“they just make things worse, but I know I’ll see your face again”
If you sang the title of this post to the tune of The Verve’s ‘The drugs don’t work’, you’re my kind of 90s mixtape.
Now, I don’t mean all books don’t work.
I’m referring to certain types of books.
I’m not sh*tting on the genre. I’m just calling them out for perpetuating a big myth. And that is:
You can and should help yourself.
Some self-help books are phenomenal. Utterly amazing.
The kind where you have to re-read a sentence, put the book down, look up at this huge big lightbulb that’s appeared over your head, and then look out into the distance at a world that has profoundly changed because of what you just read.
Eckhart Tolle’s book ‘The Power of Now’ is often quoted as one of those books and it is pretty good.
However, I’ve encountered lots of people who have read that book but are still stuck. Enlightened…but stuck.
Clients come to me having read so many books, listened to countless podcasts, attended webinars and made ALL the notes…but they’re not any further along in solving their career conundrum, life crisis, or existential dilemma.
So what’s missing?
Lack of accountability & you choose what you’re going to action
You wouldn’t read a travel guide to Rome and think ‘yeah, I get what the Coliseum looks like. Their description is excellent, I feel like I’ve been there so I’m going to skip the going part’.
Yet with self-help books we do just that.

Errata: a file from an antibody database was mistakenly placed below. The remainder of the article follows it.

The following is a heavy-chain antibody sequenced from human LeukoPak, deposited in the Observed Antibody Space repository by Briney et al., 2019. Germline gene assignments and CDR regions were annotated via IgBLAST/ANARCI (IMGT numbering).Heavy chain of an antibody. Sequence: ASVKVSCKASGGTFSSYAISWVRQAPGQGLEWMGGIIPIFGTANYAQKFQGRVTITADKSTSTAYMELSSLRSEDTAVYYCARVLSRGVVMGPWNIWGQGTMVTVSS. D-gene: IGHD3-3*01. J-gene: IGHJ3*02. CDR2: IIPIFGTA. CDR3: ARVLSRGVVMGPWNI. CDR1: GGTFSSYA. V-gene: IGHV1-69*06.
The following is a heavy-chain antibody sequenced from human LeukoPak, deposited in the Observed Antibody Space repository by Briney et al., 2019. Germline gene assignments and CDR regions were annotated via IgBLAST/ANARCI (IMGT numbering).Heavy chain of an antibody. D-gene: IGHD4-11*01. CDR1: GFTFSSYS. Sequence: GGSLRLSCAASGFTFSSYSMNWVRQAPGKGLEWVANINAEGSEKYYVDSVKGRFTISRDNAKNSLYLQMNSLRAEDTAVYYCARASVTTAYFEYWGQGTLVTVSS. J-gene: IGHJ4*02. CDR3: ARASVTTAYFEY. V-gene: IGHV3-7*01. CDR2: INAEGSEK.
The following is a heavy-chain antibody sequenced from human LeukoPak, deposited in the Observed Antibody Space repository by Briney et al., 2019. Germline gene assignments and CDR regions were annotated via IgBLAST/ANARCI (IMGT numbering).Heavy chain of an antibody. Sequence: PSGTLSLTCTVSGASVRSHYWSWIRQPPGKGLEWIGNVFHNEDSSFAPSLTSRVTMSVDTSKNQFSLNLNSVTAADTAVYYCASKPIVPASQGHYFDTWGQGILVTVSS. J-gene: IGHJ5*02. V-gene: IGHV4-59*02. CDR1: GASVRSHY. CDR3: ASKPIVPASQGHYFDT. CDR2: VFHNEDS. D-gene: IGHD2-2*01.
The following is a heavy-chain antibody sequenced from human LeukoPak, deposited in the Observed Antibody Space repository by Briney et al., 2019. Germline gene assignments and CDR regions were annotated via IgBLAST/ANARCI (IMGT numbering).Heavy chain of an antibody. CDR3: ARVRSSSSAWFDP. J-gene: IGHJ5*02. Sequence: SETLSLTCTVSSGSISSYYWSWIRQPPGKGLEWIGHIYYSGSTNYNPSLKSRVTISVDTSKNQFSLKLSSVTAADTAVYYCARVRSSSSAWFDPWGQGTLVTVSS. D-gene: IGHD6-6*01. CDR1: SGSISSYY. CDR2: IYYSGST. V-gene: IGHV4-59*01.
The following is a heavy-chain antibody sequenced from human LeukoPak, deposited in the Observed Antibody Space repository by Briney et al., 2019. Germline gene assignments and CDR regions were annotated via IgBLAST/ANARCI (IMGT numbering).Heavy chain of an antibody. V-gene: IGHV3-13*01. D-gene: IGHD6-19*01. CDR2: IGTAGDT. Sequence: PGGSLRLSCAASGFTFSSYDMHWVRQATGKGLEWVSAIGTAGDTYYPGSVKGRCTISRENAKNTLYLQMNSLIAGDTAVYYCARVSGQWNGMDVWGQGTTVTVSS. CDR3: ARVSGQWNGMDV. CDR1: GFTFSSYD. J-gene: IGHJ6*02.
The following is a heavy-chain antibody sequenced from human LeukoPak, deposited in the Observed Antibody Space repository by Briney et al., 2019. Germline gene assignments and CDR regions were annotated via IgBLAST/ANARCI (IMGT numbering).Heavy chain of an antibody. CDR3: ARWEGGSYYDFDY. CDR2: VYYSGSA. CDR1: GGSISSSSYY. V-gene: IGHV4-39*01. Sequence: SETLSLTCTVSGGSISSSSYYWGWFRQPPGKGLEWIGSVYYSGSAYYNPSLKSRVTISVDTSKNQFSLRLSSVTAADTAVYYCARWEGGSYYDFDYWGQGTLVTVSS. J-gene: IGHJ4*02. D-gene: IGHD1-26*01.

We ‘get it’ intellectually and so we don’t do it. We don’t action it all. A book may have 10 exercises to do but we pick only the one we haven’t heard of, make one half-hearted attempt to do it, and skip the rest.
And by doing that we skip on some crucial life lessons.
Even if you’ve heard of that exercise and you’ve done it before in ’04, DON’T SKIP IT.
Done at a different time, in a slightly different way, can have a powerfully different effect on us.
“But who will ever find out?” You think. It’s just you and the book. You’re not accountable to anyone….
And so the book remains un-actioned.
The gems you read remain to be ‘activated’.
Asking for help is part of growth (and healing)
There’s a brilliant article on Psychology Today on the value of a therapeutic relationship which basically lists the benefits of asking for help. One of the greatest benefit of asking for support is that it breaks the cycle of handling pain (and shame) alone.
The article does a great job in breaking down why it’s hard for some to ask for help:
“It won’t occur to you to ask for help if you grew up feeling alone or “invisible,” were neglected by caretakers, or had parents who were overwhelmed, distracted, or unavailable. When needs and feelings are discounted, ridiculed, or ignored, it makes sense that the template for life is it’s unsafe to ask for help and difficulties must be handled “on your own.”
I encounter a lot of clients who have a core belief that asking for help from someone will burden that person.
Combine that with the media blowing the trumpets for SELF-made millionaires, and the SELF-help genre helping you successfully avoid asking for help, and you have a distorted view of how problems should be overcome.
Doing the same thing and expecting different results
Growth happens when we lean into discomfort and we do something different to what we’ve always done.
So if you’ve done all the reading and you’re wondering why it’s not done anything, then:
1) Don’t be so hard on yourself. You’re not meant to do it alone.
2) Be proud of the work you’ve done. The knowledge is there. Now just add water (aka help) to activate it.
3) It will all come together when you reach out and get support from a coach, therapist or mentor.
If this resonated and you’re ready to move beyond being book smart, then book yourself a Breakthrough call and let’s get started!